Jacques Maritain Center : Elements of Moral Theology


CONSCIENCE, as a question belonging to psychology, was discussed by S. Thomas Aquinas in Pars Prima, lxxix. 12, 13. He found in man a habit of practical reason ("synderesis") by which we know the primary principles of things which are to be done; e.g., that good is to be followed and evil to be shunned. What that moral good and evil are is to be otherwise determined. But the act by which we apply to our own conduct our knowledge of good and evil, whether our judgment be correct or incorrect, is called conscience. In this act man testifies to himself respecting himself, holds himself bound or absolved, approves or condemns his own actions.

Divisions. Conscience is correct or erroneous; certain or doubtful; scrupulous or lax.

An erroneous conscience dictates falsely -- i.e., contrary to objective and binding law -- through ignorance of that law. (On ignorance in this regard, see Introduction, pages 12, 92, 466, seq.)

A correct conscience testifies, judges, approves, etc., in accordance with the objective law as it truly is. But it has only moral certainty in its judgments. Both a correct conscience and one invincibly ignorant, as we have seen, are to be followed, for it is always sin to act against one's conscience, whether it be correct or erroneous (Rom. xiv. 23 -- see Bishop Sanderson's excellent sermon on this text). But there may be sin in using its permission, since vincible error is wilful and sinful error. "The conscience hath power in obligations and necessities, but not so much nor so often in permissions" (Duct. Dubitant. I. i. rule 7; I. iii. rule 2).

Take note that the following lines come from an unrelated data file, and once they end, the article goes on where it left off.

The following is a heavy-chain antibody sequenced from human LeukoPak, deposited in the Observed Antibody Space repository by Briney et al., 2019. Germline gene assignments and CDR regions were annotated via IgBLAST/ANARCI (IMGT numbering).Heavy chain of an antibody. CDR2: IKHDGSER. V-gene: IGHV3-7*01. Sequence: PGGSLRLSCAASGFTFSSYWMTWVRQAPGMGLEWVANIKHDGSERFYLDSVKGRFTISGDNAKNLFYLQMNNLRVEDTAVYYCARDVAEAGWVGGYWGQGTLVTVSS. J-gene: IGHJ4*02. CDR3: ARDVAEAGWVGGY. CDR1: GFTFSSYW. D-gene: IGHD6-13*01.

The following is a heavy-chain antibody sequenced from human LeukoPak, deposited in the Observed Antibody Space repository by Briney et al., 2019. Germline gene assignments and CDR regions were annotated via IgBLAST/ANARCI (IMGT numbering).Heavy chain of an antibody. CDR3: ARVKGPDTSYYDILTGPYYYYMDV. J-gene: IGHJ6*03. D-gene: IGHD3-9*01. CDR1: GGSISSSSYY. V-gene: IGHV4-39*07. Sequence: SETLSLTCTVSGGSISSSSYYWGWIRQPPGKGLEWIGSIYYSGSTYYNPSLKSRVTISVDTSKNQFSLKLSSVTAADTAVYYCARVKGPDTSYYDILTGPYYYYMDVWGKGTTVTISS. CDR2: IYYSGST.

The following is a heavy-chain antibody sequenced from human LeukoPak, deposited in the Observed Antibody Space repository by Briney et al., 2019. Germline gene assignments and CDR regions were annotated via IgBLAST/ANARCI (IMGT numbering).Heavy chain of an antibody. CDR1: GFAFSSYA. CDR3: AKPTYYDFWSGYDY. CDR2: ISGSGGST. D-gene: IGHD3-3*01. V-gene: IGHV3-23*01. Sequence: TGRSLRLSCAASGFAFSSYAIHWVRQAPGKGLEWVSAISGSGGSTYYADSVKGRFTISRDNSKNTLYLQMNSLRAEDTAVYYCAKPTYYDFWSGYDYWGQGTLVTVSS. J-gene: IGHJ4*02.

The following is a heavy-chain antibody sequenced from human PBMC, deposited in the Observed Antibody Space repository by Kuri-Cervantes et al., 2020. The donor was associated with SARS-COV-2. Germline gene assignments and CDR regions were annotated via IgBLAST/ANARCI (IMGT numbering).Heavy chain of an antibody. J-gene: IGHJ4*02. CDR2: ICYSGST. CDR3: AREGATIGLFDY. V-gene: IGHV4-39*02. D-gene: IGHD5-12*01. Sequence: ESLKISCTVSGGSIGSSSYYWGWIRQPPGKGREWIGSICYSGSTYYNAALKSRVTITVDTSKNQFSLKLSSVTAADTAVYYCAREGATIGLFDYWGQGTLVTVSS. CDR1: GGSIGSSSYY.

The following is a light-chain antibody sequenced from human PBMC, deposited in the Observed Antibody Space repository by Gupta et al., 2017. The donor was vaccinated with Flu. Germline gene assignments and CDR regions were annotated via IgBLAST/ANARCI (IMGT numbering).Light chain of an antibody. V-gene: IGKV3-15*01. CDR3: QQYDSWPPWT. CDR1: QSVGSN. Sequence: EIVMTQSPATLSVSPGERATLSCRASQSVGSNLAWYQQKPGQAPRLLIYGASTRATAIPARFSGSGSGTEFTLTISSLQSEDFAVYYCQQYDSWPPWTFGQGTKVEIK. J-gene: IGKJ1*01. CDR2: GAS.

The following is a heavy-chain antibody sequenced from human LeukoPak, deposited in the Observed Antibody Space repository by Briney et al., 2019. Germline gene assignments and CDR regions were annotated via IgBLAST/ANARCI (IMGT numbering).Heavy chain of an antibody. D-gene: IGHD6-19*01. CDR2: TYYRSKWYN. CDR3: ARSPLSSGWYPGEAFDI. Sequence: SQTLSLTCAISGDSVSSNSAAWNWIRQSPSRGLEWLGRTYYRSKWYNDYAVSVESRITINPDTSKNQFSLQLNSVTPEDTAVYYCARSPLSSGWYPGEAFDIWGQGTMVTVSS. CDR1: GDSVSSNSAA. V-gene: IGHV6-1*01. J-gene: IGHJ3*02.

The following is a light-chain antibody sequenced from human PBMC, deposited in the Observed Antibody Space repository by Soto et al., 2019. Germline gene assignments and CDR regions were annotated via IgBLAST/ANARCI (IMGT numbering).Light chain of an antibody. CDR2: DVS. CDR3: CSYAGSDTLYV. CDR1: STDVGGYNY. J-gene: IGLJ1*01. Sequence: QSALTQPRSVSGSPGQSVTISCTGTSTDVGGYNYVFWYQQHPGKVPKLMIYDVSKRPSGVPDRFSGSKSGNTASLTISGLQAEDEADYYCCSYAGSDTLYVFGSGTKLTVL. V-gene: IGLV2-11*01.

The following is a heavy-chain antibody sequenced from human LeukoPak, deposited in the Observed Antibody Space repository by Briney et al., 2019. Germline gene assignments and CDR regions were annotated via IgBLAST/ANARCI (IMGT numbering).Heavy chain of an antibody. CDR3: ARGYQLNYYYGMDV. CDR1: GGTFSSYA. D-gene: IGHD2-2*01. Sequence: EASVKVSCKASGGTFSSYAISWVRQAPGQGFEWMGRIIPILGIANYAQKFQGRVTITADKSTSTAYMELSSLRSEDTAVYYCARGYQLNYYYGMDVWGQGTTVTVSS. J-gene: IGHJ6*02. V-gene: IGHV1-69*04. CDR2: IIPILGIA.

But duty requires that one should earnestly and steadfastly seek for that outward light which illuminates conscience to see the right path for conduct (Whewell, El. Moral. iii. 365).

When should the priest enlighten an erring conscience? (See Supplement, page 599.) If the error be probably invincible, and the erroneous opinion which has been followed be consistent with a state of grace, the error must be opened or not according to prudent consideration of the person and his affairs. But let the priest beware of converting material sin into "formal" sin; and also of "casting pearls before swine" (Duct. Dubitant. I. iii. rule 8; I. iv. rule 14; op. Rom. vii. 7; 1 Tim. i. 13).